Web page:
The Writings of George Washington from the Original Manuscript Sources, 1745-1799. John C. Fitzpatrick, Editor.

George Washington to John A. Washington,

    Camp at Cambridge, October 13, 1775.

    Dear Brother: Your favour of the 12th. Ulto. came safe to hand a few days ago; by it I gladly learnt that your Family were recover’d of the two complaints which had seized many of them, and confind my Sister.38 I am very glad to hear also, that the Convention had come to resolutions of Arming the People, and preparing vigorously for the defence of the Colony; which, by the latest accts. from England will prove a salutary Measure.39 I am also pleasd to find that the Manufactury of Arms and Ammunition have been attended to with so much care; a plenty of these and unanimity and Fortitude among ourselves must defeat every attempt that a diabolical Ministry can Invent to Inslave this great Continent. In the Manufacturing of Arms for Publick use great care should be taken to make the bores of the same size, that the same Balls may answer, otherwise great disadvantages may arise from a mixture of Cartridges.

    [Note 38: Hannah Bushrod, wife of John Augustine Washington.]

    [Note 39: An account of the convention is given in a letter from George Mason to Washington, Oct. 14, 1775. Mason’s letter is in the Washington Papers.]

    The Enemy by their not coming out, are, I suppose, afraid of us; whilst their Situation renders any attempts of ours upon them in a manner Impracticable.40 Nothing new has happend

        [Note 40: On October 18 the officers were convened a second time to hold a council respecting an attack on Boston. There was a unanimous voice against it, but there is no record of what was Washington’s opinion. The question of attacking Boston had come before the committee of conference, the subject being thus stated by Washington: “The council of war, having. in consequence of an intimation from Congress, deliberated on the expediency of an attack upon the troops in the town of Boston, and determined that at present it was not practicable; the General wishes to know how far it may be deemed proper and advisable to avail himself of the season to destroy the troops who propose to winter in Boston, by bombardment (when the harbor is blocked up), or in other words, whether the loss of the town, and the property therein, are so to be considered, as that an attack upon the troops there should be avoided, when it evidently appears that the town must, of consequence, be destroyed?” The committee thought this too important to be determined by them. They, therefore, referred it to Congress, where it hung fire for a long time.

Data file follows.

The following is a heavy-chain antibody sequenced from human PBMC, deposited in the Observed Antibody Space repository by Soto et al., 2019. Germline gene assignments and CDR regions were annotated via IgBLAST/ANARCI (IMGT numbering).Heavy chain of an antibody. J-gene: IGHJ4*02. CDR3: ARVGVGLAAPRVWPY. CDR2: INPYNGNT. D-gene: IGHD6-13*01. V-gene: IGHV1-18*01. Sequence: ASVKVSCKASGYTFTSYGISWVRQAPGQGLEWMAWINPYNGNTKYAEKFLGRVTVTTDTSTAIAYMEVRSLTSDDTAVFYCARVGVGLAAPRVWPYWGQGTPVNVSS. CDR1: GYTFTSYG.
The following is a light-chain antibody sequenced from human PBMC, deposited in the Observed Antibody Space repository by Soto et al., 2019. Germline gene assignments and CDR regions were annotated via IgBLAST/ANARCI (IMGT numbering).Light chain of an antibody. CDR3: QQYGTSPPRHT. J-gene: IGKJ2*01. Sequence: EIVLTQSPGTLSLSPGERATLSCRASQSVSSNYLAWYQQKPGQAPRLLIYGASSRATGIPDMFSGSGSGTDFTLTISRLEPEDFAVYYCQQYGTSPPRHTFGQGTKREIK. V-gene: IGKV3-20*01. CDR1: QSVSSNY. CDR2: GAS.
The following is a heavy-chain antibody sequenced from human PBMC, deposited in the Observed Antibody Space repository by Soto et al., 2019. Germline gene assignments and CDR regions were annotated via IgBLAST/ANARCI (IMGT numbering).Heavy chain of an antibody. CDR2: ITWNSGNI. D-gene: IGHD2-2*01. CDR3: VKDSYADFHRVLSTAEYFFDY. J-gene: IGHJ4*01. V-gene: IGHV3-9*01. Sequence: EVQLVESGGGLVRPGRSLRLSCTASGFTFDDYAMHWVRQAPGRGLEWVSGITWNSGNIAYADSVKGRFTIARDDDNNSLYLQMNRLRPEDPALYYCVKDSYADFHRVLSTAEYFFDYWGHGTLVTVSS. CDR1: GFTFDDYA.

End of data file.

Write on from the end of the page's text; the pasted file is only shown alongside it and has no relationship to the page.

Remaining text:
I mean not to anticipate your determination, but only to approve your design to hover like an eagle over your prey, always ready to pounce upon it when the proper time comes. I have not forgot your proposition relative to that city; I try to pave the way for it, and wait for the season, as you do.:– Lynch to Washington, Nov. 13, 1775.

        It was not until December 22 that a resolution was reached, which appears in the printed journals, although marked “secret” in the manuscript journals. “That if General Washington and his council of war should be of opinion, that a successful attack may be made on the troops in Boston, he do it in any manner he may think expedient, notwithstanding the town and property in it may be destroyed.

In communicating this resolve, President Hancock wrote: “You will notice the resolution relative to an attack upon Boston. This passed after a most serious debate in a committee of the whole house, and the execution was referred to you. May God crown your attempt with success. I most heartily wish it, though individually I may be the greatest sufferer.” (President Hancock possessed a valuable property in Boston.)

        It is a little remarkable that each party had conclusive reasons for avoiding to attack the other. “It is inadvisable,” said General Gage in a letter to Lord Dartmouth (August 20), “to attempt penetrating the country from Boston. The enemy’s forces are numerous, and such an attempt must be made under very great disadvantages; and even if successful. little would be gained by it, as neither horses, carriages, nor other means for moving forward could be procured. Our force is too small to be divided into detachments for this purpose, and success would answer no other end than to drive the rebels out of one strong-hold into another.” General Howe used the same arguments on October 9– Ford.]